This post also appears in the Public School Insights blog of the Learning First Alliance.
It’s an insidious message embedded in the American psyche: Those who can’t, teach. For years, report after report has banged the drum for raising admission standards into teacher preparation programs, citing international comparisons and championing cost-prohibitive recruitment policies.
In reality, the talent pool now entering teacher preparation programs is rich. Our programs are, in fact, attracting their share of high achievers—defined by any number of criteria.
AACTE Members Addressing Key Concerns Through Rigorous Programs, Partnerships, and Policy Initiatives
AACTE member institutions across the country are leading rigorous and effective teacher preparation programs that echo the priorities of those surveyed in the 46th annual PDK/Gallup Poll of the Public’s Attitudes Toward the Public Schools. The 2014 poll includes a special section released today on teacher preparation and evaluation.
The first report on the 2014 poll, released last month, showed that Americans are skeptical of federal policy influences on public schools and of the Common Core State Standards and standardized tests. The newly released second report delves into specific ways respondents think teacher quality and schools should be improved.
Today, AACTE released model state legislation to recruit high-achieving students into the teaching profession and incentivize them to teach in our neediest schools.
The Teaching Fellows bill is the first released by AACTE in its initiative to develop model state legislation that is aligned with AACTE’s state policy priorities and with the recommendations from “Excellent Teachers for Each and Every Child: A Guide for State Policy,” a joint effort by AACTE and several partner organizations that was released in December 2013. The initiative reflects AACTE’s goal of promoting sound education policies—grounded in research and practice—that will strengthen the teaching profession and will have a positive impact on students.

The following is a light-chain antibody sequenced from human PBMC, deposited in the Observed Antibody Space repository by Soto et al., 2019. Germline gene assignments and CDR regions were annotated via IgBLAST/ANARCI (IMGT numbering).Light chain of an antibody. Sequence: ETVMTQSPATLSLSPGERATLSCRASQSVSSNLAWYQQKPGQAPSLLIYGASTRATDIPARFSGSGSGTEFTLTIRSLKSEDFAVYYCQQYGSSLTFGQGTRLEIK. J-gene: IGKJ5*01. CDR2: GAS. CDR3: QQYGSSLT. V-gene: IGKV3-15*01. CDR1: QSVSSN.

Note: This op-ed was submitted to The New York Times but was not published.
A recent column by Bill Keller in The New York Times, “An Industry of Mediocrity,” highlighted a 2005 report by the well-respected Arthur Levine that concluded that the programs that prepare our nation’s educators “range from inadequate to appalling” and set the premise that the profession is a “contended cartel” of low-quality programs that should “feel threatened.” As leaders of AACTE, we view Mr. Keller’s column not as a threat but as an opportunity to do what we do best: educate.